We wandered over the hill to the riverbank this morning. The Ohio has receded, shrinking in its channel, leaving great swaths of parched earth on the northern side, dirt all cracked and fissured and reptilian. A family of Canada geese was breakfasting in the tall grass -- how fast it grows, that grass, those weeds. A city crew had already been through, whacking down the tallest of the new tree growth along the shore. I don't know why they do that. Mercy killing?
A great stump had washed up, its roots upended, all fingerlings and ganglia. I broke off a section to bring home. Then I added another small wedge of driftwood, its bark largely gone, bleached bone showing through. The last piece: a section of a plastic bottle, produced to hold Dove dishwashing liquid, the white bird of peace embossed on the severed torso.
I put the pieces together in my back yard. Is it art? Is it beautiful?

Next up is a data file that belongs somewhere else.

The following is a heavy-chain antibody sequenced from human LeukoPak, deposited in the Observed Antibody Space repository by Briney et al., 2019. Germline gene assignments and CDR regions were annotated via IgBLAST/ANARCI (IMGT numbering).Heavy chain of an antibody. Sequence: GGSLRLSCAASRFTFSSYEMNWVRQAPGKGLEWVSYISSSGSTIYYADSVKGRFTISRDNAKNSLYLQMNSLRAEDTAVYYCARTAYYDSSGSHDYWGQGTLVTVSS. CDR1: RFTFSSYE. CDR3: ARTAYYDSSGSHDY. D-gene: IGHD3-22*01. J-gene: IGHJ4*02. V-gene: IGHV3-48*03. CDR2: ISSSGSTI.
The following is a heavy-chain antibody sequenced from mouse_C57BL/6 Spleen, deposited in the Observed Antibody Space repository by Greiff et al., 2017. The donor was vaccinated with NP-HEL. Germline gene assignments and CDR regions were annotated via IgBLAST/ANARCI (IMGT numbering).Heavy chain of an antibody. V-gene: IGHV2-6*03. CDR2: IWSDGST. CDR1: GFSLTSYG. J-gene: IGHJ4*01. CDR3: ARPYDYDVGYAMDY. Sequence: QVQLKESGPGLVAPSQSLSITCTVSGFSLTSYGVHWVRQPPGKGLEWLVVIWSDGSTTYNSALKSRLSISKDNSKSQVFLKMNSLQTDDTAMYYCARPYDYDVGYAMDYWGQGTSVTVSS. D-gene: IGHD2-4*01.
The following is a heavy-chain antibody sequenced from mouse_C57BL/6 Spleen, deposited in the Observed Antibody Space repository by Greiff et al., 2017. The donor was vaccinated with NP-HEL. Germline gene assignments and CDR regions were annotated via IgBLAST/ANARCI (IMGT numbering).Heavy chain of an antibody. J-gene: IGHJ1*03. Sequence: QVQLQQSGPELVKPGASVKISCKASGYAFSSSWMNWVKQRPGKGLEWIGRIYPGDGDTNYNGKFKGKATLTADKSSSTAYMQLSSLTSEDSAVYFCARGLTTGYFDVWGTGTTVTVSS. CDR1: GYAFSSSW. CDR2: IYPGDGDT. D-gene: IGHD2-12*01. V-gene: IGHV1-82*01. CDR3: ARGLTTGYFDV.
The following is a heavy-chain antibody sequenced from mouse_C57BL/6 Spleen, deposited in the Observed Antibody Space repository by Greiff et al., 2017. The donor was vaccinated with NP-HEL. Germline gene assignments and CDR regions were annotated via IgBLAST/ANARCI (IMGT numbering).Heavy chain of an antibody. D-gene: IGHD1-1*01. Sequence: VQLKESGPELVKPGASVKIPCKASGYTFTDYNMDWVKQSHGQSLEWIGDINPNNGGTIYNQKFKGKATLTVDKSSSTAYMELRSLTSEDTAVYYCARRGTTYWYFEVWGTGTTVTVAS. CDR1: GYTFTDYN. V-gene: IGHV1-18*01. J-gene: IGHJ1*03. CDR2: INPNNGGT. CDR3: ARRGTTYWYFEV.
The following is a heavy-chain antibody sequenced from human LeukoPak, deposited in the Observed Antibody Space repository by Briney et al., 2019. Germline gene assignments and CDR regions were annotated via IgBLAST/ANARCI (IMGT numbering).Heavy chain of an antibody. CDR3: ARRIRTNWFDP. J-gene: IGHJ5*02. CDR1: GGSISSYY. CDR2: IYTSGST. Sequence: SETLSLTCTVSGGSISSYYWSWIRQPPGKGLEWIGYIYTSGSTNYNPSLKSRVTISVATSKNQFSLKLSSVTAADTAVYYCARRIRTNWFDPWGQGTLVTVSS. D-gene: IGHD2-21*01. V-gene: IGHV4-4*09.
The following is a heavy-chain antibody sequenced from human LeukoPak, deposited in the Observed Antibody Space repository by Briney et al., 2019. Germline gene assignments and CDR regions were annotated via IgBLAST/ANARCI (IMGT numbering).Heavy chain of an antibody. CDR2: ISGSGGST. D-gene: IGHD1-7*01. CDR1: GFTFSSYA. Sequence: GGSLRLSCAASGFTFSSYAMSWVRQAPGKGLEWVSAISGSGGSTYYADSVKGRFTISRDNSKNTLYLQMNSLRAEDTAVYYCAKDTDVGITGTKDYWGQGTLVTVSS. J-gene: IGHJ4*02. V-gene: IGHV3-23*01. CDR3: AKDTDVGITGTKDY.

The riverbank is littered with plastic. Folgers coffee containers, margarine tubs, lids and caps and bowls and bottles and jugs. We can wish it weren't so, wish all the trash would stay in its place, which is somewhere called "out", that place where we cast our unwanteds. But maybe all that trash is really testimony: the wretched refuse of our teeming culture. Why hide what we are, what we do? Why pretend that "out" is anything other than what it is: the places in the world we'd rather not see. And why protest when those places overspill their bounds and wash up in our backyards? This is our stuff. Yours and mine. We might as well claim it: at least that's honest. Call it art if you like, call it beautiful if you can. But let's at least call it ours.